OTTAWA — An overall look at everything the three main federal parties have promised in the 2015 election campaign, in terms of both spending and revenues.
The Conservative spending promises all work into what the budget and the parliamentary budget officer project will be the surpluses in the coming four years. Much of the spending is back-loaded, meaning that spending will be highest in year four after ramping up from year one. Even the most expensive promise the Conservatives have made this election — extending the home renovation tax credit — isn’t expected to hit its full cost of $1.5 billion annually until year four. There are no new revenues — a combination of taxes or ending some tax breaks — in the Conservative plan, but the party intends to continue a freeze on federal operating budgets over the next four years.
Total new spending/investments/benefits: $7.6 billion
Total new revenues: $0
Total new savings: $2.35 billion
Uncosted promises, according to the Canadian Taxpayers Federation: 6
New Democratic Party
The NDP, much like the Conservatives, increase spending over the course of a possible four-year mandate, with the majority of new spending coming in year four. That year, the party’s platform calls for new spending in the neighbourhood of $11.3 billion, the most for any one year. The promises are varied: more spending for transit, infrastructure and social programs like national daycare, pharmacare and health care — the political bread and butter of the New Democrats. The way to pay for it all is through a mix of tax measures, including increases on corporations and eliminating tax breaks on corporate stock options, and savings like eliminating “partisan government advertising.” The hope is that the savings in earlier years along with ramping up social spending over a longer period will make the NDP program fiscally sustainable.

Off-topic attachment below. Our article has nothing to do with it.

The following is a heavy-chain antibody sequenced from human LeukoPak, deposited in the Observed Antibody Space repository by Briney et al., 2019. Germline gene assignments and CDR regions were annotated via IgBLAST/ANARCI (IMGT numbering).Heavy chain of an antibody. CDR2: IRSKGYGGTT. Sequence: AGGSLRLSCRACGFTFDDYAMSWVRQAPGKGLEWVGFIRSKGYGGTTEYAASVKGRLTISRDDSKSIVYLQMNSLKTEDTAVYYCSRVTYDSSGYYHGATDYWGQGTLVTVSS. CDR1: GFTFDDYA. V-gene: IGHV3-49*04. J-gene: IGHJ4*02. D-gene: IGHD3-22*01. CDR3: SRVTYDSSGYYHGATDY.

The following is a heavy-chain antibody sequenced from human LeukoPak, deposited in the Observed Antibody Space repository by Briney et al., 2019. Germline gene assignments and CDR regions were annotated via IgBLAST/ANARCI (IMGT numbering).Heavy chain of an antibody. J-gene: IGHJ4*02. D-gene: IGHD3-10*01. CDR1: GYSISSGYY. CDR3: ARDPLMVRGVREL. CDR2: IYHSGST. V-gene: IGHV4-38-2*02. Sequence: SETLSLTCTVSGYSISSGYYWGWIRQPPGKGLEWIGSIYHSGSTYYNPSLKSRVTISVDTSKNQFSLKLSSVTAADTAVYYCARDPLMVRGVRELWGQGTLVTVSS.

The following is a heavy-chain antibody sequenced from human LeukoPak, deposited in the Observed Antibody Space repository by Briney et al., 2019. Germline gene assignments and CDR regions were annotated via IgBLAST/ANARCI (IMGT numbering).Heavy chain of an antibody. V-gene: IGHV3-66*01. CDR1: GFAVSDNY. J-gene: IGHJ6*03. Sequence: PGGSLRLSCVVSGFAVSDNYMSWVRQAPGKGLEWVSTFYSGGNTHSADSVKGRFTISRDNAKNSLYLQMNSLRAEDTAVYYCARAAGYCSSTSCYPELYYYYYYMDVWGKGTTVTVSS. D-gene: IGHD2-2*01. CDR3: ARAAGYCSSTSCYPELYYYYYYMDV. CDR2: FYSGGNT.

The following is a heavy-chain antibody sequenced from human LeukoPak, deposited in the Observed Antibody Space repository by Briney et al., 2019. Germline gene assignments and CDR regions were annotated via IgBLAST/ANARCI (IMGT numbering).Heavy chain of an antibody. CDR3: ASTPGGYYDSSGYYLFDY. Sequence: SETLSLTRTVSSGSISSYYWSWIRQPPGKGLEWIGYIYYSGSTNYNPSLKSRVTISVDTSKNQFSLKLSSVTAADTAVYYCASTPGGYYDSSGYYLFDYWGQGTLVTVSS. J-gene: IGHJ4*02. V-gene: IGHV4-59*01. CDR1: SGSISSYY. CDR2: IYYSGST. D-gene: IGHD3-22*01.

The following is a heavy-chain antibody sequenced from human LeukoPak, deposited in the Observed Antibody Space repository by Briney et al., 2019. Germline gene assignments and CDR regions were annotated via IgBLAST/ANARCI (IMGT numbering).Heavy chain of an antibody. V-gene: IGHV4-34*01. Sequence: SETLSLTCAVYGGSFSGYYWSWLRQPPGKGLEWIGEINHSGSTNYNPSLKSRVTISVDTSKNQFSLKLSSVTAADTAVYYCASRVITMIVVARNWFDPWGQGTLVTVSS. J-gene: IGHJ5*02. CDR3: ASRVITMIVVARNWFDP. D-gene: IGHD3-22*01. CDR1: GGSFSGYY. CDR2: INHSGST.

Total new spending/investments/benefits: $34.05 billion
Total new revenues: $26.2 billion
Total new savings: $3.8 billion
Uncosted promises, according to the Canadian Taxpayers Federation: 1
The Liberals’ fiscal plan is all about spending and deficits, unlike the NDP and the Conservatives, who are focused on balancing the books every year. Under the Liberal plan, that won’t happen until year four when there is a $1 billion surplus (which isn’t exactly a surplus because it is the value of a contingency fund the government sets aside annually to cover unexpected costs like cleanup from natural disasters). The Liberals want to replace the universal child care benefit, the Canada child tax benefit, and the national child benefit supplement with a new monthly, income-tested child benefit. The party also plans to piggyback $16.95 billion in new infrastructure spending over the next four years on top of what the government is already committed to during that span, with the spending higher in the first two years than in the latter two years of a four-year mandate.
Total new spending/investments/benefits: $149.8 billion
Total new revenues: $31.2 billion
Total new savings: $80.7 billion
Uncosted promises, according to the Canadian Taxpayers Federation: 9
The Canadian Press